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Monday, July 9, 1849.+-

Springfield, IL.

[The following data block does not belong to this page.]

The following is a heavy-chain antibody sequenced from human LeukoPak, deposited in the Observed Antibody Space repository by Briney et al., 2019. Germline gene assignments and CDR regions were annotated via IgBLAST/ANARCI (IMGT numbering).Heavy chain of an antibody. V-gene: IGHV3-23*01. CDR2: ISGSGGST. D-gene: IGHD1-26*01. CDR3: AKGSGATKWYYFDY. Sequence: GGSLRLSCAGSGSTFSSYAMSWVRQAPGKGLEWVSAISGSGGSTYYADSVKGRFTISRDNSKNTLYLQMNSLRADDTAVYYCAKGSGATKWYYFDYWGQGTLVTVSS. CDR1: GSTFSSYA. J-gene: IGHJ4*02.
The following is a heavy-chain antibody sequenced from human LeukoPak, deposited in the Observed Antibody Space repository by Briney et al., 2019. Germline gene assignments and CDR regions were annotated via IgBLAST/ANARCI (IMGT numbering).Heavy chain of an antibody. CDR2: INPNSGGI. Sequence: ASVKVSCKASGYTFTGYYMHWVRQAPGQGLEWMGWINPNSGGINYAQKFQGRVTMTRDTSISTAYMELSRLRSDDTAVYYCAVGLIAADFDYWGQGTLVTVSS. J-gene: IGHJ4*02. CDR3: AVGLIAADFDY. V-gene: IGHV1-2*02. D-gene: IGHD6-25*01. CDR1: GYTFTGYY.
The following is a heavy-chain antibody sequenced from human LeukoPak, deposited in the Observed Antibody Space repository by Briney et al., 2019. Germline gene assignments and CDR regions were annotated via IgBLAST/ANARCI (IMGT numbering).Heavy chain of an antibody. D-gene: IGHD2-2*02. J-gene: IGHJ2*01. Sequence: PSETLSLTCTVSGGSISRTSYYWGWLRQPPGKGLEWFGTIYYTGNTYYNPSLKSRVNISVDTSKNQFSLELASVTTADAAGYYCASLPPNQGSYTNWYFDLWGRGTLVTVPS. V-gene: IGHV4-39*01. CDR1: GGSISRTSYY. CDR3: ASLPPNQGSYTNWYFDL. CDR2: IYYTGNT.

Lincoln writes to Secretary of the Interior Thomas Ewing regarding the recent appointment of a Commissioner of the General Land Office. Lincoln had applied for the position by asking various individuals to write letters recommending him for the job. Lincoln lost out to Chicago attorney Justin Butterfield. Lincoln concedes Butterfield's appointment, but questions Ewing about some missing letters of recommendation in Lincoln's file. In particular, Lincoln mentions that he "was surprised" to learn that the letters from Richard Wigginton Thompson and Elisha Embree, "late Whig members of Congress from two of the Wabash districts in Indiana," were not among the letters in his file. Lincoln was assured by both men that they had sent letters on his behalf. The letters from Thompson and Embree, in Lincoln's estimation, represented his best chance of obtaining the appointment: "I relied upon, and valued, them more than any other two letters I had, because of the high standing of the writers, because of their location within the Public Land states, and because they did (what few other members of Congress could) speak of my character and standing at home." Lincoln notes the salient importance of the Thompson letter: "The letter of Mr. Thompson was a recantation from Mr. B. to me; so that without it, I not only lost him, but he stood in full life recommending Mr. B." Lincoln finds it curious that the Thompson and Embree letters, "in particular, happen to be missing," and he asks Ewing to reply. Abraham Lincoln to Thomas Ewing, 9 July 1849, CW 11:3-4.